His knuckle itched where their skin had touched. Vander made a fist at his side and stared after the girl as she led his horse homeward. She hadn’t so much as flinched. The sharp stinging energy that had flared at that small contact had had no effect on her whatsoever. He was still puzzling over this when Orden spoke.
“Things in Keswick went well I gather?” Vander blinked and focused on Orden. “You sold all the yearlings.” The Olu remarked.
“Took your time doing it.”
Vander slanted his eyes and cocked his head to the side, “Much has happened while I’ve been away.”
Orden’s beard twitched, “How observant of you.”
A knuckle in his left hand popped loudly in protest as Vander clenched his fists. He glanced down at his hand and unfurled his fingers, splaying them wide. Temper in check, he tried again, “I admit, I was not expecting—”
“Her to knock you on your arse?” There was something positively gleeful in the old man’s eyes, “And you did not sense a thing!”
“I wasn’t— expecting it.” Vander said, his tone stiff and unamused. But that was pride he saw in Orden’s gaze, pride and—could it be—hope? Had so much changed in his absence? “What happened while I was in Keswick?”
The sun chose that moment to sink all the way beneath the horizon. The change of light came swiftly between the trees, but not as suddenly as the change in Orden. The Olu straightened, arms falling to his sides, shoulders drawing back. The lines around his eyes and on either side of his nose deepened, his face becoming somber.
In a quiet voice, low and rough he said, “There was an incident.”
Orden told him of Mia and the wolf.
He told Vander how, in the dead of night, the girl had sensed something amiss and gone out to investigate. Orden told him how, upon seeing the wolf with her foal in its jaws, Mia had stupidly—bravely—gone to its defence. Unarmed. Against a wolf. Vander could picture it with disturbing clarity; Mia, in a white shift, hair plaited back from her face, standing off against the beast much the same way she’d stood against him earlier.
She hadn’t had Power to wield then. Or a weapon of any kind, and yet she’d risked her life. For a horse. Vander heard the same anger that burned low in his gut reflected in Orden’s voice. Dampened by time but smouldering still. How could she do that? Without thought, without hesitation—put herself in danger knowing that the fate of Nethea rested partly on her shoulders?
“She could have died.” Vander said, spitting the words into the dark forest, she should have.
“She came close.” A cold silence stretched between the trees. The familiar hoo-hoo-hoooo of an Otus owl sounded somewhere high in the trees. “Very close,” said Orden.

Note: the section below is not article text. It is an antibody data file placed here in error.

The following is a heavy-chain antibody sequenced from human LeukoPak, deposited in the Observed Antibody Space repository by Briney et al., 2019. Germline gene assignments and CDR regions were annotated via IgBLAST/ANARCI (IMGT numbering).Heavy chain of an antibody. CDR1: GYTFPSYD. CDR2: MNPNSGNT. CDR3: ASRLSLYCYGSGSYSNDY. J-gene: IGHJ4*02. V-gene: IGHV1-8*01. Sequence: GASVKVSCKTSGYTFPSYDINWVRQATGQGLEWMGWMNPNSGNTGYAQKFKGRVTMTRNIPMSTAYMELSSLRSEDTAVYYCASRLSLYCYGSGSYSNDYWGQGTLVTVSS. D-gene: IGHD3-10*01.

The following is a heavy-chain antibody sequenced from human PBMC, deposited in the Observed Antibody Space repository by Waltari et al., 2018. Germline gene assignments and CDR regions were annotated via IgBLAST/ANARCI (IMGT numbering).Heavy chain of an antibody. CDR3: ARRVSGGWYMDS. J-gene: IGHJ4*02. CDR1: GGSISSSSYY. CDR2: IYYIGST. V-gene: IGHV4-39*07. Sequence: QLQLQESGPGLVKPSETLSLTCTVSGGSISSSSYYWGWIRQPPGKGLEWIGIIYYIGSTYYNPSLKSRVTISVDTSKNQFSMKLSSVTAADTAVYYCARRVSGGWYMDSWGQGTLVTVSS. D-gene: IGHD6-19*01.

Vander struggled with disbelief as Orden told him how he’d found the girl, cocooned in flame, burning from the inside out in the foal’s pen. Her Power had completely taken her over, creating a violent inferno so bright that it had turned night to day.
Orden’s voice was no more than a whisper in the dark, “Her Power had such a hold on her—It took all my strength to reach her. To help her.”
“How can that be?” Vander asked, running a hand through his mussed hair, dislodging a few stray spruce needles. He paced in an open stretch of grass. “How is any of this possible? She shouldn’t have been able to—not without guidance—” Vander looked to Orden who was sitting with his back propped against the thin trunk of a poplar, its bark white as bone in the dark. “Power doesn’t just—come.”
Orden glanced down at his gnarled hands with a rueful twitch of his mouth, “I know.”
“I cannot tell ye what I myself do not yet understand.”
Vander saw it in the flash of silver in Orden’s eyes, as they snapped up to his; he’d pushed too far. Vander closed his mouth before another question without an answer could slip past his lips. He didn’t understand it.
This was something unheard of. It took months of concentrated effort to delve deep enough within oneself to find the Power hidden in one’s blood. Months of preparation—untold hours of meditation and agonizing frustration—before the first flicker of that beautiful and terrifying light could be seen in the darkness. And she just did it? Simply stumbled upon it—How? How?
Vander ran both hands through his hair, pulling slightly on the too long strands, and heaved an explosive sigh. He slid down the tree at his back and sat, hands resting on his raised knees.